“When NAFTA was negotiated, it was envisioned that there would be very substantial wealth-creation at the national level in both countries. And that’s not what economists see... What you see is that in particular cities, in particular states, in particular industries, there’s a tremendous amount of value-creation and wealth-creation.”

Gabriel Gonzalez Konig

“With our model, you can look at where most wealth is created or in which industry wealth is most created. And thus, you can invest more in education, looking at those industries.”

Carlos Marin

“There is a real opportunity for the border to try to capture some of [that] advanced manufacturing locally… And that is precisely because the border can bring together the best of the U.S. and the best of Mexico under one roof, in the best geographic location, to meet… North America’s mass customization consumer demands.”

“Education and workforce-training is our biggest challenge. Infrastructure… We’ve got great transportation infrastructure… but that’s not sufficient. We need to work on power, we need to work on water, all the competitive elements… and then the capital availability. That’s a serious problem.”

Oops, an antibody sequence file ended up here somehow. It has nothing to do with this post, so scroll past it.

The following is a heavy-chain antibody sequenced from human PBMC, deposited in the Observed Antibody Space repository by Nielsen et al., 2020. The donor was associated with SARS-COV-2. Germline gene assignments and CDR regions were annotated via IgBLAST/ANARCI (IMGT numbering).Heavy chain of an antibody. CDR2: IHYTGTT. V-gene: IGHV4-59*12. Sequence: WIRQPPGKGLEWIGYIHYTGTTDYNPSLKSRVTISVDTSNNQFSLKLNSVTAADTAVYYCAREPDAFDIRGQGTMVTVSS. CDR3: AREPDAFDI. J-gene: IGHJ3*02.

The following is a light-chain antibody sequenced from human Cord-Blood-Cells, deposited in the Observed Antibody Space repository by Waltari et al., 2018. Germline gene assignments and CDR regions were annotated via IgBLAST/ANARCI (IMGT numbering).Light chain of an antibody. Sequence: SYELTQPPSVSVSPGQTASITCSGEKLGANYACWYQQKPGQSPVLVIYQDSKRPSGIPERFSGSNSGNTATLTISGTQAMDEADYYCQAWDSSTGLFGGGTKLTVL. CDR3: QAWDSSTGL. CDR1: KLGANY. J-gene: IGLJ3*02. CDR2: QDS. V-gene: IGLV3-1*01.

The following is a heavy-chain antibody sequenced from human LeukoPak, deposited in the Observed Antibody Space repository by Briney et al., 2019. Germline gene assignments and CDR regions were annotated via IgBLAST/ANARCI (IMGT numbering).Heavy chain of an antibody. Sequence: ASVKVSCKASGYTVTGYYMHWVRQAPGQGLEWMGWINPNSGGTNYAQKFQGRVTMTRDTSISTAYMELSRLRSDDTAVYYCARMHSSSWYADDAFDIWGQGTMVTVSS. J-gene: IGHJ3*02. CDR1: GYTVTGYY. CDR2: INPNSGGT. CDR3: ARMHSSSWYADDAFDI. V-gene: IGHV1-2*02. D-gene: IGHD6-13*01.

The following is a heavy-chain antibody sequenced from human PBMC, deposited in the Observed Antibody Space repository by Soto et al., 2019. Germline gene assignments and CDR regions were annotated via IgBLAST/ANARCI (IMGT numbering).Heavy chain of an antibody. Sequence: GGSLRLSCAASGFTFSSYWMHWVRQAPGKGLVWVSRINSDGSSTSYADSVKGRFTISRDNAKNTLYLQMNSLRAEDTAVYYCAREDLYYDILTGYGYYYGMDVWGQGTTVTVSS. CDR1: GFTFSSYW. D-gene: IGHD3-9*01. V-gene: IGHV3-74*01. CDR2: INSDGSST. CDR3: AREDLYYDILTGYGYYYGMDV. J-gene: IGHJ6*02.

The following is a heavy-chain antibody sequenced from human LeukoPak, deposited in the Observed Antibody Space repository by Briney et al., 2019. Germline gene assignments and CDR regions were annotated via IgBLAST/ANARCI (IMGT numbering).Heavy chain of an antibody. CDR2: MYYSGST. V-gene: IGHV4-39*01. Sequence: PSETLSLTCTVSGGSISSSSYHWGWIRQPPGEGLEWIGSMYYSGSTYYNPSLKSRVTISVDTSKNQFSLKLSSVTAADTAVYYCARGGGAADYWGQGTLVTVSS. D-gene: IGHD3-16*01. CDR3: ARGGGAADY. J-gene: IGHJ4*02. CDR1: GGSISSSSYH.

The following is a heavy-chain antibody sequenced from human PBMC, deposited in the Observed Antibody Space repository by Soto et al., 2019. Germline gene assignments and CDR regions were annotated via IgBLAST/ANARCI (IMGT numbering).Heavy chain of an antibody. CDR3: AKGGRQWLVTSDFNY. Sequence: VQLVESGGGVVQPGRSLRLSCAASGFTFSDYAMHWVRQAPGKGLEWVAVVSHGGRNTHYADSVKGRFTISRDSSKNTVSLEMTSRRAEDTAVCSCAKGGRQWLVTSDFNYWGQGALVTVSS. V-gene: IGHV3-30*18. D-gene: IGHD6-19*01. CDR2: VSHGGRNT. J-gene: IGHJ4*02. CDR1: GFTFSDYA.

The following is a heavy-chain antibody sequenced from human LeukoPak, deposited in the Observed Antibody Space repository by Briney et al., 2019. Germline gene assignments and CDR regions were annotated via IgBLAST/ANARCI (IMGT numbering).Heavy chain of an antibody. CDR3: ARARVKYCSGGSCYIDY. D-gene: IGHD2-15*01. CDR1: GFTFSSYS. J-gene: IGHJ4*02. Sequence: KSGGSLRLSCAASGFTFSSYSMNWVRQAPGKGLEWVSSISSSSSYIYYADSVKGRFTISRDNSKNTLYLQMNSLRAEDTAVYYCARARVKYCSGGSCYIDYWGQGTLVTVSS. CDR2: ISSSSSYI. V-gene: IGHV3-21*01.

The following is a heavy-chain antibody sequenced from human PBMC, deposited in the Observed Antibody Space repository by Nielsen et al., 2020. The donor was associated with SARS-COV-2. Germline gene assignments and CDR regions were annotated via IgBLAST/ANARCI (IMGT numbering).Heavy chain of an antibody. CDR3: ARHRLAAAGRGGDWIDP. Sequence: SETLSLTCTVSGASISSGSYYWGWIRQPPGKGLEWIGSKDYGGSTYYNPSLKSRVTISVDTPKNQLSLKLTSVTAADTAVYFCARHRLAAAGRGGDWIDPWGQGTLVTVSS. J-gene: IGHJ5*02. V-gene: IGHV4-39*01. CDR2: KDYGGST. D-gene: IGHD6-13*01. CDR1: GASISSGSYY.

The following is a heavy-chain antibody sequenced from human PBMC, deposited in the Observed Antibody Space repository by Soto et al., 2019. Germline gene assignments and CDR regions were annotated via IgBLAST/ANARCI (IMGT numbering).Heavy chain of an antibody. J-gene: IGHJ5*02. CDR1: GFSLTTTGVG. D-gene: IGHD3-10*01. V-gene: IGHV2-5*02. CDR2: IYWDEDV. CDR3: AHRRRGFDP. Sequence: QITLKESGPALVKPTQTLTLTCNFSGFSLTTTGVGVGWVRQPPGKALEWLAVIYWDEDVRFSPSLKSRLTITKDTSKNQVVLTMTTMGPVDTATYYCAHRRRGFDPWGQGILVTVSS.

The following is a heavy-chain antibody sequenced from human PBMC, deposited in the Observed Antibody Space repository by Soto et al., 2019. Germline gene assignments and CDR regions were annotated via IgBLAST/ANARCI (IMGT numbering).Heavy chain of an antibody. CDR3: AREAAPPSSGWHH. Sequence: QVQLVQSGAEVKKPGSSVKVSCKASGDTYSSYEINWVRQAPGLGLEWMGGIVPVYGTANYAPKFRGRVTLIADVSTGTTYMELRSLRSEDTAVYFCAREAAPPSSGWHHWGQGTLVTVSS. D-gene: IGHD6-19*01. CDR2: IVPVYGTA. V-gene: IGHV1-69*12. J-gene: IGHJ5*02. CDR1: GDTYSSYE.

Barrett Haga

“Economic development is not just building stuff. It’s building the capacities for those things to expand or grow or attract new ways of thinking… Economic-development borders are not defined by, necessarily, a wall or a bridge or something else. They can go across the border. They’re self-morphing.”

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Hosted By

Mexico Institute

The Mexico Institute seeks to improve understanding, communication, and cooperation between Mexico and the United States by promoting original research, encouraging public discussion, and proposing policy options for enhancing the bilateral relationship. A binational Advisory Board, chaired by Luis Téllez and Earl Anthony Wayne, oversees the work of the Mexico Institute.   Read more